Bad Lieutenant: Port of Call New Orleans is being touted as Oscar bait and is being warmly received by some critics. Don't believe the hype. Instead, go and see That Evening Sun, which is already playing in New York and opens today in LA. It is a far better exploration of the lengths to which some men will go to right perceived wrongs.

Winner of the Audience Choice award for best feature film and a Special Jury Award for best ensemble cast at this year's South by Southwest Film Festival, That Evening Sun stars old pro Hal Holbrook as Abner Meecham. A Tennessee farmer consigned by his son (Walton Goggins, who played the sexy gay drifter in Red Dirt a few years back) to a nursing home, Meecham makes a break from the facility one day and returns to the home he shared with his late wife (who is glimpsed in flashbacks and is played by Dixie Carter, Holbrook's real-life wife).

Meecham is startled to find a new family renting his property and living in his former home. The new head of the household is Lonzo Choat (Ray McKinnon, who also produced), an alcoholic prone to abusive rages. His wife (Movie Dearest fave Carrie Preston) and teenage daughter are the usual recipients of the unemployed Choat's anger, but Meecham becomes his new target when the elder man decides to take up residence in an adjoining cabin.

Hostilities mount between Choat and Meecham and culminate in mutual acts of destruction. Holbrook is great as usual, and could rack up some nominations and/or awards for his soulful performance. While grim at times, That Evening Sun (well-adapted from a William Gay short story by writer-director Scott Teems) ends on a hopeful note once Meecham and Choat have learned the hard way that violence is never a successful route to conflict resolution.

UPDATE: Bad Lieutenant: Port of Call New Orleans is now available on DVD and Blu-ray and That Evening Sun is now available on DVD and Blu-ray from

Review by Rev. Chris Carpenter, resident film critic of Movie Dearest and the Orange County and Long Beach Blade.

Thursday, November 19, 2009

Toon Talk: No Country for Old Men … or Monsters

Up and Monsters, Inc., the two Pixar favorites that made their Disney Blu-ray debutslast week, share more than just a production company and a director (Peter Docter). Taking a look at their main characters, one can see several similarities:

The Unlikely Hero: Is there anything more unlikely for a film’s protagonist than a big blue monster by the name of Sulley who jumps out of closets to scare children for a living? Well, Up one-ups Monsters with its geriatric leading man, Carl Fredricksen, who through the course of his adventures becomes an octogenarian action hero to rival John McClane.

The Precocious Child: Both Boo (the little moppet who “invades” Monstropolis) and Russell (the chirpy Wilderness Explorer who stows away on Carl’s floating house) prove to be more than just obstacles in the main character’s lives … they help them discover new ones.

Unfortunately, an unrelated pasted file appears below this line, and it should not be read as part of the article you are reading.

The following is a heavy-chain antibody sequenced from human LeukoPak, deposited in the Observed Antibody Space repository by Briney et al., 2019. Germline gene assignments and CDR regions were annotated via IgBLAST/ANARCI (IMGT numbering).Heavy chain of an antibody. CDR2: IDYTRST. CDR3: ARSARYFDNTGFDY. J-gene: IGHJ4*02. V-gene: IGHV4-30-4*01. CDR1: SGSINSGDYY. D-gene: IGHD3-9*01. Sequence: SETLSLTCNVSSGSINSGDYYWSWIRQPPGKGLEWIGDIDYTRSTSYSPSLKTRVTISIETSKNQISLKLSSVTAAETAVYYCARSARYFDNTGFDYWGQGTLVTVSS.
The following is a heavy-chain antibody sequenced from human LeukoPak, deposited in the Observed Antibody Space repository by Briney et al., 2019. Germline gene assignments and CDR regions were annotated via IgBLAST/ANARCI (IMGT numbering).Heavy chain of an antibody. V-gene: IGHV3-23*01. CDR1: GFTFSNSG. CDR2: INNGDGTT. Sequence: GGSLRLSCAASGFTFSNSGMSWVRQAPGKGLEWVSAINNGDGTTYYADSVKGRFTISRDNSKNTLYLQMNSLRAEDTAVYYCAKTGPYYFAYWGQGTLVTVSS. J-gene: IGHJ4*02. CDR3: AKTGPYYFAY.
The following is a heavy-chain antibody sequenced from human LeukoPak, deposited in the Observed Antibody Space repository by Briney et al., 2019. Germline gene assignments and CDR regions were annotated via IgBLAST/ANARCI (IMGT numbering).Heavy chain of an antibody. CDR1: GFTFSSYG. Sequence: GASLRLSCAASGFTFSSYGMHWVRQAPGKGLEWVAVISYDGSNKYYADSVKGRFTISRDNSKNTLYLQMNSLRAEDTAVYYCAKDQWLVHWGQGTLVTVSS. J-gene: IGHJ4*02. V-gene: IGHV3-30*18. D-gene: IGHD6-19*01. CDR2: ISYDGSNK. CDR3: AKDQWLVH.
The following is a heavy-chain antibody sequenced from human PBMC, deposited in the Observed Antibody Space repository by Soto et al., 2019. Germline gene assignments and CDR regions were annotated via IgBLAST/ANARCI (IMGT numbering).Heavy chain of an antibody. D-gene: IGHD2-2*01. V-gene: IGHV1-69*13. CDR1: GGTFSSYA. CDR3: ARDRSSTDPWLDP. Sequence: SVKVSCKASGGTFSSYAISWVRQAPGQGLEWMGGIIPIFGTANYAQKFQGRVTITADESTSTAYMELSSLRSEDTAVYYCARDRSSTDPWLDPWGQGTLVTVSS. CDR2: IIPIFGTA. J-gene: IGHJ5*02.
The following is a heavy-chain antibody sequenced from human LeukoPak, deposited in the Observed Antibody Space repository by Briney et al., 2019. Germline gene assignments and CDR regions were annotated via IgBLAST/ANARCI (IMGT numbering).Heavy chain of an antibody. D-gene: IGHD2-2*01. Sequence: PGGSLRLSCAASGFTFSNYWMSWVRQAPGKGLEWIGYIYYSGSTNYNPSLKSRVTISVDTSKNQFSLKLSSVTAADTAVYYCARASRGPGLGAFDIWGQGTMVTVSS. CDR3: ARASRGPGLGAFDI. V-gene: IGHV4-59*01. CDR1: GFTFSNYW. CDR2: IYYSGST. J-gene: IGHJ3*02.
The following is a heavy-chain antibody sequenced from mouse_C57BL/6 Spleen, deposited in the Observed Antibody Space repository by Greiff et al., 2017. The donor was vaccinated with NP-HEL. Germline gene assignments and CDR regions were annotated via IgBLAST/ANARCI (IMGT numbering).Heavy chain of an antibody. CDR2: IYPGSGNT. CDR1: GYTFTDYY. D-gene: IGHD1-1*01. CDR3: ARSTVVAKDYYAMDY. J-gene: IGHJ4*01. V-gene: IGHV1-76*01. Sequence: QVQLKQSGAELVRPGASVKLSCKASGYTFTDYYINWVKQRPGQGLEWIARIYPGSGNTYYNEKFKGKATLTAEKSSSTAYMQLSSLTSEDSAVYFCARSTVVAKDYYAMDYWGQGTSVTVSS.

The Scene-Stealing Sidekick: What could be funnier than a walking eyeball? How about a talking dog? “Squirrel!”

Click here to continue reading my Toon Talk review of the new Up and Monsters, Inc. Blu-rays at

Tuesday, November 17, 2009

Reverend’s Reviews: The Grinch vs. Mary Poppins in LA

In one corner, at the Pantages Theatre, is a nasty-wasty, green-furred creature intent on stealing holiday joy. In the other corner, better known as the Ahmanson Theatre, is a practically perfect if wind-dependent British nanny with magical powers. Their battle for theatre-goers’ dollars erupted this past weekend as Dr. Seuss’ How the Grinch Stole Christmas: The Musical and Mary Poppins opened, both making their Los Angeles debuts.

Saturday’s premiere of The Grinch was a suitably festive affair, the Pantages’ exterior beautifully festooned with Christmas trees and white lights. The show, originally conceived and directed by Broadway’s Jack O’Brien for the Old Globe Theatre in San Diego, is an utter delight. Its briskly-paced, intermission-less 90 minutes are a perfect start to any family’s holiday season.

John Larroquette kicks the musical off as Old Max, the senior version of the Grinch’s put-upon pet. While Larroquette — saddled with a bulky dog costume and Seussian rhyming exposition — didn’t always seem to have his heart in the role, he displayed good humor and a fine singing voice. Fortunately, James Royce Edwards balanced Larroquette nicely as Max’s rowdy younger incarnation. The entire supporting cast, consisting of both stage veterans and a gaggle of locally recruited kids as the various citizens of Whoville, was great.

Of course, the star of the show is the Grinch. Christopher Lloyd was initially cast but, rumor has it, wasn’t up to the part’s vocal demands, so in rode Stefan Karl to the rescue! Karl is a younger, attractive man but you wouldn’t know it, swaddled head to toe as he is in green hair and make-up. While his interpretation of the character owes more than a bit to Jim Carrey’s over-the-top performance as the Grinch in the garish 2000 movie adaptation, Karl succeeds by the final curtain in making the role hilariously and touchingly his own. His solo number “One of a Kind,” performed in front of a shimmering green curtain, is a showstopper in the best sense.

The score, by Timothy Mason and Mel Marvin, is entirely serviceable if not particularly memorable apart from the two songs — “Welcome, Christmas” and “You’re a Mean One, Mr. Grinch” — carried over from the original TV telling of Seuss’ story. John Lee Beatty’s snow-covered but colorful scenic design is excellent, and some wonderful special effects are utilized that make it appear Max and the Grinch’s sleigh are really flying. One would have to be a Grinch him- or herself to not enjoy How the Grinch Stole Christmas. It runs at the Pantages through January 3 and shouldn’t be missed.